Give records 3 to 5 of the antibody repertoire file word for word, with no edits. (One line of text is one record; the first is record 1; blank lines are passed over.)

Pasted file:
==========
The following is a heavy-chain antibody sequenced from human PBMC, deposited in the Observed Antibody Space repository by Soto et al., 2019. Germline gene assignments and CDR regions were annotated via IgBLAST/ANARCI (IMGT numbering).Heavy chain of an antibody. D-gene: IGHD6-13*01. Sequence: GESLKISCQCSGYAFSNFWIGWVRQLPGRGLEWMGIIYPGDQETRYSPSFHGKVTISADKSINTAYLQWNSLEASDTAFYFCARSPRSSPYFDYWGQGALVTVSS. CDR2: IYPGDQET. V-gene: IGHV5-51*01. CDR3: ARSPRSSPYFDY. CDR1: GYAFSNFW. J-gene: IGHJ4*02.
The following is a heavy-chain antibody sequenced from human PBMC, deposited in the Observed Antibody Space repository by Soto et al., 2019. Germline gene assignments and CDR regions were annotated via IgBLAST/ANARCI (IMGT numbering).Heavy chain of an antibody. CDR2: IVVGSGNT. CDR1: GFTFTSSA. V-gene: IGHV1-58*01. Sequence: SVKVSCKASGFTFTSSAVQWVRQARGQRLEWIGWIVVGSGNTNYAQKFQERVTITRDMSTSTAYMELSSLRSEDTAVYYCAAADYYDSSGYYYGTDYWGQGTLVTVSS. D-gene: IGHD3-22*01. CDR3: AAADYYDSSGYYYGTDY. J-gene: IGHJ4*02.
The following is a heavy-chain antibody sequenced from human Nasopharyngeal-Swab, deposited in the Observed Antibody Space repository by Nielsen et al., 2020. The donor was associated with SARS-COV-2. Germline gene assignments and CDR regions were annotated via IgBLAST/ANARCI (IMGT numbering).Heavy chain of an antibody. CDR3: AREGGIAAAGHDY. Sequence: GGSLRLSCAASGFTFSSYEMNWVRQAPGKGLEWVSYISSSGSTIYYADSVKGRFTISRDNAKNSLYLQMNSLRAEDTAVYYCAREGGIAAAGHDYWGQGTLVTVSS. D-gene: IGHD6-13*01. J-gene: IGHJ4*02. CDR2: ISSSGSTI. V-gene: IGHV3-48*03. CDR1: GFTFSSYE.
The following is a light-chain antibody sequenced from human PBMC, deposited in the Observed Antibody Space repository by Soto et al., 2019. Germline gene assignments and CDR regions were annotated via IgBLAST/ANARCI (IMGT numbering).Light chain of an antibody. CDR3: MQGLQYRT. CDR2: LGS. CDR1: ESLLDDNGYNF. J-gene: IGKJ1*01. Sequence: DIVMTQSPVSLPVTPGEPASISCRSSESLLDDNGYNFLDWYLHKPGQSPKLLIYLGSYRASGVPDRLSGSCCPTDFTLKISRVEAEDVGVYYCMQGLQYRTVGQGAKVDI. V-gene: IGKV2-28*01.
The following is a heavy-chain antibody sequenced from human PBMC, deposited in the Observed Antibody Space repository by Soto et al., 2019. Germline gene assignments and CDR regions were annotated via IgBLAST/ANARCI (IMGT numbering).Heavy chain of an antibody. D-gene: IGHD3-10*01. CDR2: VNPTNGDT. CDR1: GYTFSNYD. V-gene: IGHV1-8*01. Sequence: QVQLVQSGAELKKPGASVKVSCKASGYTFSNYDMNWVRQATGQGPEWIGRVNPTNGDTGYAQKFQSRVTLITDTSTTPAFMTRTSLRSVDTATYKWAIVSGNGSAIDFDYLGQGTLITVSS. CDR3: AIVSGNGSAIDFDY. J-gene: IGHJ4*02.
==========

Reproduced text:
The following is a heavy-chain antibody sequenced from human Nasopharyngeal-Swab, deposited in the Observed Antibody Space repository by Nielsen et al., 2020. The donor was associated with SARS-COV-2. Germline gene assignments and CDR regions were annotated via IgBLAST/ANARCI (IMGT numbering).Heavy chain of an antibody. CDR3: AREGGIAAAGHDY. Sequence: GGSLRLSCAASGFTFSSYEMNWVRQAPGKGLEWVSYISSSGSTIYYADSVKGRFTISRDNAKNSLYLQMNSLRAEDTAVYYCAREGGIAAAGHDYWGQGTLVTVSS. D-gene: IGHD6-13*01. J-gene: IGHJ4*02. CDR2: ISSSGSTI. V-gene: IGHV3-48*03. CDR1: GFTFSSYE.
The following is a light-chain antibody sequenced from human PBMC, deposited in the Observed Antibody Space repository by Soto et al., 2019. Germline gene assignments and CDR regions were annotated via IgBLAST/ANARCI (IMGT numbering).Light chain of an antibody. CDR3: MQGLQYRT. CDR2: LGS. CDR1: ESLLDDNGYNF. J-gene: IGKJ1*01. Sequence: DIVMTQSPVSLPVTPGEPASISCRSSESLLDDNGYNFLDWYLHKPGQSPKLLIYLGSYRASGVPDRLSGSCCPTDFTLKISRVEAEDVGVYYCMQGLQYRTVGQGAKVDI. V-gene: IGKV2-28*01.
The following is a heavy-chain antibody sequenced from human PBMC, deposited in the Observed Antibody Space repository by Soto et al., 2019. Germline gene assignments and CDR regions were annotated via IgBLAST/ANARCI (IMGT numbering).Heavy chain of an antibody. D-gene: IGHD3-10*01. CDR2: VNPTNGDT. CDR1: GYTFSNYD. V-gene: IGHV1-8*01. Sequence: QVQLVQSGAELKKPGASVKVSCKASGYTFSNYDMNWVRQATGQGPEWIGRVNPTNGDTGYAQKFQSRVTLITDTSTTPAFMTRTSLRSVDTATYKWAIVSGNGSAIDFDYLGQGTLITVSS. CDR3: AIVSGNGSAIDFDY. J-gene: IGHJ4*02.